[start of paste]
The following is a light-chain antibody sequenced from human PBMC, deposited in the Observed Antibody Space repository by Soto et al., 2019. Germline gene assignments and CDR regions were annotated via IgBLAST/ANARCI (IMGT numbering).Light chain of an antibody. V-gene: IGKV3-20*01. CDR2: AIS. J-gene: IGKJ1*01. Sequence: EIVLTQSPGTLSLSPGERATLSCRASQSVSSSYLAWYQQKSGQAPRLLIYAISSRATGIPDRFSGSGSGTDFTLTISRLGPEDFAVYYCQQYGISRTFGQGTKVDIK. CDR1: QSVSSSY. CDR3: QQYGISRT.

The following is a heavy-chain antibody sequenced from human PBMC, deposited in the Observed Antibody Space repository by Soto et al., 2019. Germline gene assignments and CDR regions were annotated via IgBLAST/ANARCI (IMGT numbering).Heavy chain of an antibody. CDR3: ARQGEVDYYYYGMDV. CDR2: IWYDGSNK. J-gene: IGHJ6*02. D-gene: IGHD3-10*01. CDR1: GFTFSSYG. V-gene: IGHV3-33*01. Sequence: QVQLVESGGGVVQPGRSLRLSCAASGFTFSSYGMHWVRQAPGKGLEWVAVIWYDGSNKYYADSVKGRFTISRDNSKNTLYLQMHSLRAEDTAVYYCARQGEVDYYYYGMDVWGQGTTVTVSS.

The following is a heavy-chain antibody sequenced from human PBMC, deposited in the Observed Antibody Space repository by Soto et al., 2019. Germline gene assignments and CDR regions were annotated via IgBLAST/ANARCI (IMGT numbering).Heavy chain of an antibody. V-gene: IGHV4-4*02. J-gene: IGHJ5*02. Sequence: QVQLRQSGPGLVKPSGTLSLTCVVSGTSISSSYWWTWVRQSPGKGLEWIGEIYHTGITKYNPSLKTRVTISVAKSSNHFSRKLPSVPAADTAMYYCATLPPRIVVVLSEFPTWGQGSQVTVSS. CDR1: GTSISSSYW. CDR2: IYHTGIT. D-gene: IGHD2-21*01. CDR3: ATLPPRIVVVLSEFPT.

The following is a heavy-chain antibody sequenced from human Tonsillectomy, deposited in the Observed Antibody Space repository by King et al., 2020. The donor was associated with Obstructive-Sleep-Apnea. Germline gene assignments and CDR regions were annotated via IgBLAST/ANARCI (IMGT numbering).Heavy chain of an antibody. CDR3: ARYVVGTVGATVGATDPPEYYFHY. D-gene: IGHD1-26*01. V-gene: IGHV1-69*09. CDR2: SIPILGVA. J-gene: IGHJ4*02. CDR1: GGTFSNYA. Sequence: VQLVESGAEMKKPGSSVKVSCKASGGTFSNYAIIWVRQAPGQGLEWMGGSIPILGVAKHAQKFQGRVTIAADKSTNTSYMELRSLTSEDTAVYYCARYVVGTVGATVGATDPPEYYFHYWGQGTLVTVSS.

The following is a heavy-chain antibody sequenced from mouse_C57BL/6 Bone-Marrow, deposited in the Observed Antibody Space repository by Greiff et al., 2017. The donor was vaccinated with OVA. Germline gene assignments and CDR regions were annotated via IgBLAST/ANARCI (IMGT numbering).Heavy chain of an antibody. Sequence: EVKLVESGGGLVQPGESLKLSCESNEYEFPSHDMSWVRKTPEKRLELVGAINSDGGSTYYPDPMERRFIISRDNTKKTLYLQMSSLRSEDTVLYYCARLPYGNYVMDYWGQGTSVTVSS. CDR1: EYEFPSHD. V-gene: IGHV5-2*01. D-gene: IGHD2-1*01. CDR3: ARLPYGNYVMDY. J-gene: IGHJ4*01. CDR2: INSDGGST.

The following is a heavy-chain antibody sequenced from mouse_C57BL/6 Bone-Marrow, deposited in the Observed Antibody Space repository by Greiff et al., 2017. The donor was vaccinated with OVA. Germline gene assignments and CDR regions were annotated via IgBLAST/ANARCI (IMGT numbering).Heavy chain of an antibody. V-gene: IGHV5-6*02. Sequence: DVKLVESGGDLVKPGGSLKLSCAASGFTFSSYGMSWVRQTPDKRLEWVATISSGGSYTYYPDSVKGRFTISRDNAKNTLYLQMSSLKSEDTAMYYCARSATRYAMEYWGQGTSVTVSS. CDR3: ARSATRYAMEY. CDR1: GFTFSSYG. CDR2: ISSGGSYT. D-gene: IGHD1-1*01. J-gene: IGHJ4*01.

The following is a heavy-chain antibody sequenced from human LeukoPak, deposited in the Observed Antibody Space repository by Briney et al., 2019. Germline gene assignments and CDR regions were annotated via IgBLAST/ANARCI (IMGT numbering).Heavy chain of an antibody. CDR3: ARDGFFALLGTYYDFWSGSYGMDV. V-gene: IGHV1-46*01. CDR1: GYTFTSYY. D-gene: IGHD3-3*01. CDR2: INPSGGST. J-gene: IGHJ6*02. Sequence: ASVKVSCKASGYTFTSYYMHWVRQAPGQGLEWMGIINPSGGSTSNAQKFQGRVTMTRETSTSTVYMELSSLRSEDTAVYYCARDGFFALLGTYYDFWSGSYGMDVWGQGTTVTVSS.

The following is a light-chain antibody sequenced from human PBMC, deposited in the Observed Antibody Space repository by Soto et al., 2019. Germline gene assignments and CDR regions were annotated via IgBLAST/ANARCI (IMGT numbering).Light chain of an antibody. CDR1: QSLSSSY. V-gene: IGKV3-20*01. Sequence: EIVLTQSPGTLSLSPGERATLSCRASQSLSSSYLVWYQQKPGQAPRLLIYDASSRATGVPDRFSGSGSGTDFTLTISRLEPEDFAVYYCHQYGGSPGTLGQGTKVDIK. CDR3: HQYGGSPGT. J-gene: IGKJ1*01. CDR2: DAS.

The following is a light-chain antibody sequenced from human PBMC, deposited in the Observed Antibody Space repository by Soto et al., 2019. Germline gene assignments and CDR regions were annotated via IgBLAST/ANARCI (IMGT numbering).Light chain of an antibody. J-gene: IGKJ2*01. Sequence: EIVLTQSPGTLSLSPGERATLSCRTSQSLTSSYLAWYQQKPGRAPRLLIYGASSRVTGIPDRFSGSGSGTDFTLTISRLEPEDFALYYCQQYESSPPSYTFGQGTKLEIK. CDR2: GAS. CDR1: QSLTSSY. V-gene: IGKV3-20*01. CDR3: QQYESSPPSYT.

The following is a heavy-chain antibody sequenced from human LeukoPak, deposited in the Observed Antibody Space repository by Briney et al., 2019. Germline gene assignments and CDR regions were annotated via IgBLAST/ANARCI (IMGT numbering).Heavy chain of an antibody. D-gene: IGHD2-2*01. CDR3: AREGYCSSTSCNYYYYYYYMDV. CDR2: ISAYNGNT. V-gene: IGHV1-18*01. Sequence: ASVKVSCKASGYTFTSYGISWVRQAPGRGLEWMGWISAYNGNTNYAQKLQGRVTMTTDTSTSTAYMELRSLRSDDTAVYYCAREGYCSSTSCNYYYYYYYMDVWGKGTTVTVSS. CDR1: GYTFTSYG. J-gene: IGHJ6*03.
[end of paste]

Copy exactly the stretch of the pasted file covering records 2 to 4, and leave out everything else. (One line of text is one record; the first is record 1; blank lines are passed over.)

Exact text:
The following is a heavy-chain antibody sequenced from human PBMC, deposited in the Observed Antibody Space repository by Soto et al., 2019. Germline gene assignments and CDR regions were annotated via IgBLAST/ANARCI (IMGT numbering).Heavy chain of an antibody. CDR3: ARQGEVDYYYYGMDV. CDR2: IWYDGSNK. J-gene: IGHJ6*02. D-gene: IGHD3-10*01. CDR1: GFTFSSYG. V-gene: IGHV3-33*01. Sequence: QVQLVESGGGVVQPGRSLRLSCAASGFTFSSYGMHWVRQAPGKGLEWVAVIWYDGSNKYYADSVKGRFTISRDNSKNTLYLQMHSLRAEDTAVYYCARQGEVDYYYYGMDVWGQGTTVTVSS.

The following is a heavy-chain antibody sequenced from human PBMC, deposited in the Observed Antibody Space repository by Soto et al., 2019. Germline gene assignments and CDR regions were annotated via IgBLAST/ANARCI (IMGT numbering).Heavy chain of an antibody. V-gene: IGHV4-4*02. J-gene: IGHJ5*02. Sequence: QVQLRQSGPGLVKPSGTLSLTCVVSGTSISSSYWWTWVRQSPGKGLEWIGEIYHTGITKYNPSLKTRVTISVAKSSNHFSRKLPSVPAADTAMYYCATLPPRIVVVLSEFPTWGQGSQVTVSS. CDR1: GTSISSSYW. CDR2: IYHTGIT. D-gene: IGHD2-21*01. CDR3: ATLPPRIVVVLSEFPT.

The following is a heavy-chain antibody sequenced from human Tonsillectomy, deposited in the Observed Antibody Space repository by King et al., 2020. The donor was associated with Obstructive-Sleep-Apnea. Germline gene assignments and CDR regions were annotated via IgBLAST/ANARCI (IMGT numbering).Heavy chain of an antibody. CDR3: ARYVVGTVGATVGATDPPEYYFHY. D-gene: IGHD1-26*01. V-gene: IGHV1-69*09. CDR2: SIPILGVA. J-gene: IGHJ4*02. CDR1: GGTFSNYA. Sequence: VQLVESGAEMKKPGSSVKVSCKASGGTFSNYAIIWVRQAPGQGLEWMGGSIPILGVAKHAQKFQGRVTIAADKSTNTSYMELRSLTSEDTAVYYCARYVVGTVGATVGATDPPEYYFHYWGQGTLVTVSS.